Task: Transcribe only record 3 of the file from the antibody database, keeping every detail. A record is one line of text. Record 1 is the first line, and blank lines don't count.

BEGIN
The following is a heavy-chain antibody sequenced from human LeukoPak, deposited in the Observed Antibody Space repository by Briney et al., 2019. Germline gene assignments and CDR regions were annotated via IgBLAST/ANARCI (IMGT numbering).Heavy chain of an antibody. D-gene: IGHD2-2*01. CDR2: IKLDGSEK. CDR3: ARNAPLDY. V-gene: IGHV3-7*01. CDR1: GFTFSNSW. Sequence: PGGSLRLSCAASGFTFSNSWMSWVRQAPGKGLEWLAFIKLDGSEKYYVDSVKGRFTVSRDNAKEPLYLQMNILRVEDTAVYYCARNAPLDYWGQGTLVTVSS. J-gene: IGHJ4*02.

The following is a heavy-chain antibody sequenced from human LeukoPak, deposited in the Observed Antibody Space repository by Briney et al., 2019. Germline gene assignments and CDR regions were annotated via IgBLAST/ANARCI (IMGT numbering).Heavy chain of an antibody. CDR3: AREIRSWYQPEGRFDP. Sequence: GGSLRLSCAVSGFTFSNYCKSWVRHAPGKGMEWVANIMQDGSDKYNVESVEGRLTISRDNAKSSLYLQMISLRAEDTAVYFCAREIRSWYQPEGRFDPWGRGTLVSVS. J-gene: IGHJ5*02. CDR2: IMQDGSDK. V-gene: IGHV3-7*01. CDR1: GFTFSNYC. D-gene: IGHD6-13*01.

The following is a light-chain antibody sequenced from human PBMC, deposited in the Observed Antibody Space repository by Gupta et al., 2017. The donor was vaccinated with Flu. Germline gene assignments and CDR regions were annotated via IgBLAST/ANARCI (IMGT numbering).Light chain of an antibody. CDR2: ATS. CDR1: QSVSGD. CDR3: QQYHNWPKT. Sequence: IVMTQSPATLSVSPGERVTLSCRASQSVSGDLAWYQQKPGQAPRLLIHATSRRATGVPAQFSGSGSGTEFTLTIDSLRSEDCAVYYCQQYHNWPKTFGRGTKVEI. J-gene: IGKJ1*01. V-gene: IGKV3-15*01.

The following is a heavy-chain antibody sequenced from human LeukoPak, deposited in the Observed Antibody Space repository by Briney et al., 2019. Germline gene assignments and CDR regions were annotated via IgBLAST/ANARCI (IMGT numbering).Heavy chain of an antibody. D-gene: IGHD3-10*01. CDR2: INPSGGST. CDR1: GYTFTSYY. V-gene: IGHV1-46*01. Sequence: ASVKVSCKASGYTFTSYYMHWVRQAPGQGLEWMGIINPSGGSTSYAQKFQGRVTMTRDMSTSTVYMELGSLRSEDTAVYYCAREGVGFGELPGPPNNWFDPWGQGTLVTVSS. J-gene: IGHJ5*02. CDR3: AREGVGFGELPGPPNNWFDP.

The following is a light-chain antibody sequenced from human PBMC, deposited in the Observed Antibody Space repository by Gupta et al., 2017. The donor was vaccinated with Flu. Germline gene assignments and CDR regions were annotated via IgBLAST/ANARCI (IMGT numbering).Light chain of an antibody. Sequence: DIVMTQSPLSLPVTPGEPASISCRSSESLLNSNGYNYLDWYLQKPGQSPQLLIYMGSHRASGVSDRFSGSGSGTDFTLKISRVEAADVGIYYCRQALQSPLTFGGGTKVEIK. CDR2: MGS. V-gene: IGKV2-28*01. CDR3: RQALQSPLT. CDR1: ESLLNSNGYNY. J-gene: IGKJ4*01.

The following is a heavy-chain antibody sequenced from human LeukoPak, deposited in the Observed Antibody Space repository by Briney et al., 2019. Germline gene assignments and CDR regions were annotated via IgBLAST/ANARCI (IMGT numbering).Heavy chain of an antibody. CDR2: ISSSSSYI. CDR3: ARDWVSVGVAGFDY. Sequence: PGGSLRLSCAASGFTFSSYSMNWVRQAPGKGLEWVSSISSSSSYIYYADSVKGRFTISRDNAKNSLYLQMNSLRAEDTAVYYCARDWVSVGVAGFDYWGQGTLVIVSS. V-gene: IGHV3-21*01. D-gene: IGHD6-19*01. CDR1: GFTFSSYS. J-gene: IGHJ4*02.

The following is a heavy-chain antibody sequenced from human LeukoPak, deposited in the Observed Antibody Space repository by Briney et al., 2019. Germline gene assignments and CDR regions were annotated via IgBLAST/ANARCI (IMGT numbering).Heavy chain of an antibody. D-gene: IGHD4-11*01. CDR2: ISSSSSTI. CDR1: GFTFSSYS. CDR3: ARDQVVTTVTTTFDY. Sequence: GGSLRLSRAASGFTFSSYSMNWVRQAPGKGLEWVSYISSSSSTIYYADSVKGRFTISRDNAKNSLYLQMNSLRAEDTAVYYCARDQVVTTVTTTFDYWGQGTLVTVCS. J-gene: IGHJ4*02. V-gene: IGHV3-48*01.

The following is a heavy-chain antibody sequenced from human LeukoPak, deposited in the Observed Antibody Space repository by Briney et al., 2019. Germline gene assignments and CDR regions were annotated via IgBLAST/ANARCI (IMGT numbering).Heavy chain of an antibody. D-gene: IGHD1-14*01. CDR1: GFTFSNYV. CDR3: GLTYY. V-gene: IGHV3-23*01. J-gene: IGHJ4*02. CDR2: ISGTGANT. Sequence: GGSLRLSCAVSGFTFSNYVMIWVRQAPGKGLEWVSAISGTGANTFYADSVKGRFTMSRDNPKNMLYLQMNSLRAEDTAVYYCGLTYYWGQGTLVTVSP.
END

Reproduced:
The following is a light-chain antibody sequenced from human PBMC, deposited in the Observed Antibody Space repository by Gupta et al., 2017. The donor was vaccinated with Flu. Germline gene assignments and CDR regions were annotated via IgBLAST/ANARCI (IMGT numbering).Light chain of an antibody. CDR2: ATS. CDR1: QSVSGD. CDR3: QQYHNWPKT. Sequence: IVMTQSPATLSVSPGERVTLSCRASQSVSGDLAWYQQKPGQAPRLLIHATSRRATGVPAQFSGSGSGTEFTLTIDSLRSEDCAVYYCQQYHNWPKTFGRGTKVEI. J-gene: IGKJ1*01. V-gene: IGKV3-15*01.